Yesterday I read a story about a man who saved the farms of three Japanese-American families who were interned during World War II. He recently passed away at the age of 101 and, before that, was honored for his role in supporting these families while they were being unfairly and indiscriminately relocated and imprisoned. Basically, he just decided to be a decent person while other people around him were being incredibly undecent.
When one of Bob’s neighbors learned they would be forced out of their homes, he reached out to Bob and asked if he would help two friends in exchange for all the farms’ profits. Bob agreed, quit his job, and began taking care of all three farms. He kept a portion of the profits, but saved half for the families—filling their bank accounts while they were away. Bob’s other neighbors weren’t so happy that he was being kind, which just goes to show you that there have been and always will be jerks.
Many families lost their farms, businesses, and financial security after being interned. The three families that Bob helped came back to their homes, which is definitely something about which no one should need to boast. When Bob was honored for helping his neighbors, he said, “I don’t know about courage. It took a devil of a lot of work.” That seems to me to be the real way to help—just do the work. We don’t always need to think about being brave. We just need to think about doing the work of being considerate.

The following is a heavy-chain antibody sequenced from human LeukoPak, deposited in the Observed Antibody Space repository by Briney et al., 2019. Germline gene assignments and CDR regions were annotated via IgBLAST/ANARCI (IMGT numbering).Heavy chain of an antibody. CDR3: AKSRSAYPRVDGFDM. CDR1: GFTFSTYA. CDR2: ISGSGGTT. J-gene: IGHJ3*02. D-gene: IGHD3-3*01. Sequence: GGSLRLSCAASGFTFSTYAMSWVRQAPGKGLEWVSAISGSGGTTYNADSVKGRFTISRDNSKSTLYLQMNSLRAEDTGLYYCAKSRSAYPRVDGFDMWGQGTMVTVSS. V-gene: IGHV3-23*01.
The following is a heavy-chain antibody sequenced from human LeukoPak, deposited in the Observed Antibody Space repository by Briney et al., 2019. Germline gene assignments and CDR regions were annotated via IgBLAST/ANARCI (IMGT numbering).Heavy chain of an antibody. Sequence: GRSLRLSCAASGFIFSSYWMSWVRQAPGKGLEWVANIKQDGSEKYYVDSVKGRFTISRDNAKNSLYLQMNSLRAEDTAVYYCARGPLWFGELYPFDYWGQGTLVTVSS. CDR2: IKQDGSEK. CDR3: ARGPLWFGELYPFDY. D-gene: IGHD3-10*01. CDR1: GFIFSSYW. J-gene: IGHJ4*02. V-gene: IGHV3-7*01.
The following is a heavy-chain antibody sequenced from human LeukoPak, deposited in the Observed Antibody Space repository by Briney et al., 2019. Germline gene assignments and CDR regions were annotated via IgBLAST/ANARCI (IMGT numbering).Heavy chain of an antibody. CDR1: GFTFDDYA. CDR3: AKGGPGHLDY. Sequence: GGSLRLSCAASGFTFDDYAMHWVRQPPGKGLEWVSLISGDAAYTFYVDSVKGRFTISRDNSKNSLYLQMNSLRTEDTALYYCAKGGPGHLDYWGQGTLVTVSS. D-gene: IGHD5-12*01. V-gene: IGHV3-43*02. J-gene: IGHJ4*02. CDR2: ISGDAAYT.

For me, this story serves as a reminder that we all have the ability, the responsibility, to be thoughtful and useful to one another. Bob could have walked in protests lines. He could have sent letters to his representatives. He could have posted messages on Facebook. JK, he couldn’t have done that. It was 1942. But he didn’t just talk about it. Instead, he responded to his neighbors call for help—an actual response to an actual call. He stepped in where he was needed. He didn’t save every farm in his state, but he helped who he could.
We can all learn a lesson in active support from Bob. Let’s not be frozen by a great need. Let’s get inspired to find those small acts of service. I don’t think I’ll use my green thumb to help anyone though. Last year I had thirteen pots full of lovely, CO2 giving flora. This year I have two left—home to a dying aloe and a wilting spider plant—a sad, sad homage to my love for all things green. Basically, I’m saying that we all have ways we can help one another and mine is probably not at the farm. But I could make cookies for a bake sale or poorly paint a wall or sit next to someone quietly.